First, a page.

Geographical Data Types

To understand how map databases store information, it is important to understand the basic geographic data types used to represent real-world geographic phenomena. In the vector data model, geographic data is stored in discrete points, lines, and polygons. Points, lines, and polygons are respectively zero-, one-, and two-dimensional static representations of real-world phenomena in terms of simple x, y coordinates.


Points refer to objects that have location and attribute information, but are not large enough to be represented as areas (see Figure 4.6). Whether an object is represented as a point or a polygon depends on the level of abstraction and scale of the map. Cities that would be represented as points in a country-level map might be represented as polygons in a regional map. Other examples of points include points of interest (POIs) and parcel centroids, such as postal codes or addresses. Points have no dimensions.

Figure 4.6. Point Primitive.



Nodes are a special type of point that represent a junction or the endpoint of a line. Nodes are the same as points in all other respects. Nodes provide information that includes connectivity between lines and information about adjacent polygons and enclosed islands.

Lines and Arcs

Lines are one-dimensional objects that have length but no area (see Figure 4.7). Lines must begin and end with a node. In the case of a road, a line will represent the street center line. The actual width of a road will be an attribute of the line. Other attributes of a road might include street name, address range, speed, and direction of travel. At the country level, a line is an adequate representation of a road. At the regional level, a line might not be adequate and a road would be represented using a polygon area of paving. Lines might also be used to represent rivers and railways. An arc is a multisegment line.

Figure 4.7. Line Primitive.



The simplest definition of a polygon is a set of connected lines that form a closed mathematical figure (see Figure 4.8). Polygons can have any number of points and can be any shape or size. Other ways to represent a polygon include the set of x, y coordinates that form its boundary or the area contained by the boundary. Polygons can have holes, contain other polygons, and be directly adjacent to other polygons.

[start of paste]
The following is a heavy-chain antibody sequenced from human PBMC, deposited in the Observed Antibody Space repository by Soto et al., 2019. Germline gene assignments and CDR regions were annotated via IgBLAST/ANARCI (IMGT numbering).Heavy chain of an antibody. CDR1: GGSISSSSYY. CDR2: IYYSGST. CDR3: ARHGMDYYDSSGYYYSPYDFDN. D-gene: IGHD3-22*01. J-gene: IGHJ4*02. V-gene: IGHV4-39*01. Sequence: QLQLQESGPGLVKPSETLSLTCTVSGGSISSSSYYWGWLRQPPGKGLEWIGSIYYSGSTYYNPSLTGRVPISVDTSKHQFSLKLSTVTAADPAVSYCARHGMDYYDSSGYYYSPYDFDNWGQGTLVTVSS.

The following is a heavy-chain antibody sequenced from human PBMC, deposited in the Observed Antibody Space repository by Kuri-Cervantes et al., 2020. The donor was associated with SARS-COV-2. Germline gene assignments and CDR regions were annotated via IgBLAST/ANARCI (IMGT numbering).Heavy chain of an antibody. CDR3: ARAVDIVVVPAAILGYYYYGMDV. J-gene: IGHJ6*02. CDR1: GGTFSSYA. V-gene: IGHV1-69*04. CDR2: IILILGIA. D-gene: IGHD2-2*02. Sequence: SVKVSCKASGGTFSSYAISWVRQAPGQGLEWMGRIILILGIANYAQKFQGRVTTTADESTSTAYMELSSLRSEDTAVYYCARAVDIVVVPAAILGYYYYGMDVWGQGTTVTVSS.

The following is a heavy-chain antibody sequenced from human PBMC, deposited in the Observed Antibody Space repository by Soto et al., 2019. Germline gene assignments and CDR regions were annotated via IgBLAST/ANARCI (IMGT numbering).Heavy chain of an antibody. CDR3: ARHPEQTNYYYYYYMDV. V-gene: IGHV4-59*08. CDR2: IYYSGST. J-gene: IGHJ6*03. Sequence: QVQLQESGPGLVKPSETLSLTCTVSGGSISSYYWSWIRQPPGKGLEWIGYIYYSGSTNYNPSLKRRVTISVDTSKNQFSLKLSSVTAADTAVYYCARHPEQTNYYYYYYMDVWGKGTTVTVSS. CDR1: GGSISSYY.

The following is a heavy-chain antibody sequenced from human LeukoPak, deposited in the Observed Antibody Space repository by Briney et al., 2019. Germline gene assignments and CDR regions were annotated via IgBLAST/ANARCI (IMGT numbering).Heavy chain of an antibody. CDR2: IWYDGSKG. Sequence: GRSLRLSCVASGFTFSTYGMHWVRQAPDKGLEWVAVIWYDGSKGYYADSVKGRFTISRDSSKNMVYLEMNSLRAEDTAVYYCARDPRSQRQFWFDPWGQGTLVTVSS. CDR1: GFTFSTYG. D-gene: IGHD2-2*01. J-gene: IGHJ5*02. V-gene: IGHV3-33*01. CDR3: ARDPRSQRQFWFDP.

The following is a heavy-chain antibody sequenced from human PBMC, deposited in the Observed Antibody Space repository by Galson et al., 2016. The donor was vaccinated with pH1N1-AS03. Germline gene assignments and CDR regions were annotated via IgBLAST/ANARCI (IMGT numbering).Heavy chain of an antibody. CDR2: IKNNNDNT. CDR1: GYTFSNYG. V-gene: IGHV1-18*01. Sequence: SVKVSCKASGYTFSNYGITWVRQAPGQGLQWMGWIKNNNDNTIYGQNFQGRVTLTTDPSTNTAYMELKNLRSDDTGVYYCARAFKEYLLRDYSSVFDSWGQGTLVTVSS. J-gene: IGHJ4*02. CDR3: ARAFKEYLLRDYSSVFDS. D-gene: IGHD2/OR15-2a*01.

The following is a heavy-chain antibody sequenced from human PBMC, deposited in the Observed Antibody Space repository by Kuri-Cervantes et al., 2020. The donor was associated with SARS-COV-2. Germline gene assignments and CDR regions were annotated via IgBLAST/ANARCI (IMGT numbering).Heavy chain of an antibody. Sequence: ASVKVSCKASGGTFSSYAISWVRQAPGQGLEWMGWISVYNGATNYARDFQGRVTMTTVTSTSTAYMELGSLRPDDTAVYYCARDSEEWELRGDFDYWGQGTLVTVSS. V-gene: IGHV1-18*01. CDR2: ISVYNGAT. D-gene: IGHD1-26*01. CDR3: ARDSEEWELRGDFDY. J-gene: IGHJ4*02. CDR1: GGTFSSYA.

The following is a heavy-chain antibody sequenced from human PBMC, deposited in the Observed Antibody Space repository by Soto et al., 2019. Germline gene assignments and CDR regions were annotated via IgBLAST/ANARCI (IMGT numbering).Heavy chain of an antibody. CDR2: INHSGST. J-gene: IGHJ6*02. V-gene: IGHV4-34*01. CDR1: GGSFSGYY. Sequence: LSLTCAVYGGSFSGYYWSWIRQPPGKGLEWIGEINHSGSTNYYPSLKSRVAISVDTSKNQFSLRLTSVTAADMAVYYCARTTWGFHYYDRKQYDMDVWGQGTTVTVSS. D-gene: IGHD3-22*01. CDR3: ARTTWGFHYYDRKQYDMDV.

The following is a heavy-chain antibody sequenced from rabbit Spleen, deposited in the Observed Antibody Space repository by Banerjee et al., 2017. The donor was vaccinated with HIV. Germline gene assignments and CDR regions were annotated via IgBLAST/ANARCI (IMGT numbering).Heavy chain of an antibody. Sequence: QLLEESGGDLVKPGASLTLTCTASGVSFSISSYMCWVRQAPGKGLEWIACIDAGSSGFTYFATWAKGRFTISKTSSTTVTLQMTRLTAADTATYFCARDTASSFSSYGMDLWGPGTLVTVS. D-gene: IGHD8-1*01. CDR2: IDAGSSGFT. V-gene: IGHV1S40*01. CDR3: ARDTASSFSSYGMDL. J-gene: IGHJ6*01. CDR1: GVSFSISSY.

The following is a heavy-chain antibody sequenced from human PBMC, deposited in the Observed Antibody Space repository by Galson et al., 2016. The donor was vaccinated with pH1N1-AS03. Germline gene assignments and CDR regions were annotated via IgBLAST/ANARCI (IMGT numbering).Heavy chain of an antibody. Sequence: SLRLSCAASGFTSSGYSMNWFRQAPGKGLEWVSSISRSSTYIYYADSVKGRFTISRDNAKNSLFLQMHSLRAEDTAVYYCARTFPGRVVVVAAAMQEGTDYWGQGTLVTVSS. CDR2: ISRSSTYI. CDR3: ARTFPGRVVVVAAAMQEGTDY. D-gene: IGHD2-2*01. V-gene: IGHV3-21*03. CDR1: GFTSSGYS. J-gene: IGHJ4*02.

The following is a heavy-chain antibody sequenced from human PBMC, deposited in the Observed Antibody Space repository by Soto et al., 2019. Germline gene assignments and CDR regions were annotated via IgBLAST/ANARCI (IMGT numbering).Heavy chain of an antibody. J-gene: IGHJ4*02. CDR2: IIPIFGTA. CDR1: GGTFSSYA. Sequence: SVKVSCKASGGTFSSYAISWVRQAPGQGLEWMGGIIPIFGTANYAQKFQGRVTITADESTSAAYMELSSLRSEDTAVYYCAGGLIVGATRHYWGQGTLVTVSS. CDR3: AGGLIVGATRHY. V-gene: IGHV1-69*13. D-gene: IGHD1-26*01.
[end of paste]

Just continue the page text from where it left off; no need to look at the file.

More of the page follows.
Figure 4.8. Polygon Primitive.


Linked Attributes

Each geographic primitive has attached information that describes it. In mobile location services, the most important attributes relate to the road network, such as speed, street names, turn restrictions, and connectivity.

Computer Storage of Geographic Data Structures

Now that we have developed a conceptual notion of our map using points, lines, and polygons, we must consider how this data is stored in a computer. The method used to store this data has a large impact on how large the map database is and how quickly data can be retrieved and used in a mobile location services application.

Simple spatial entities have the following characteristics: points will have an (x, y) coordinate, a simple line with only two nodes will have two (x, y) coordinates, an arc will have n number of (x, y) coordinates, and a polygon could have either n number of lines or n number of points. To achieve sufficient precision, it is necessary to use a 32-bit or 64-bit real data type for each value in the coordinate pair. Thus, because there are 8 bits in a byte, a point would require 8 or 16 bytes of storage, a line requires a minimum of 16 bytes of storage, and a polygon requires a minimum of 24 bytes. Because map databases can contain many millions of spatial entities and each can have linked attributes, it is easy to see how a map database can become very large.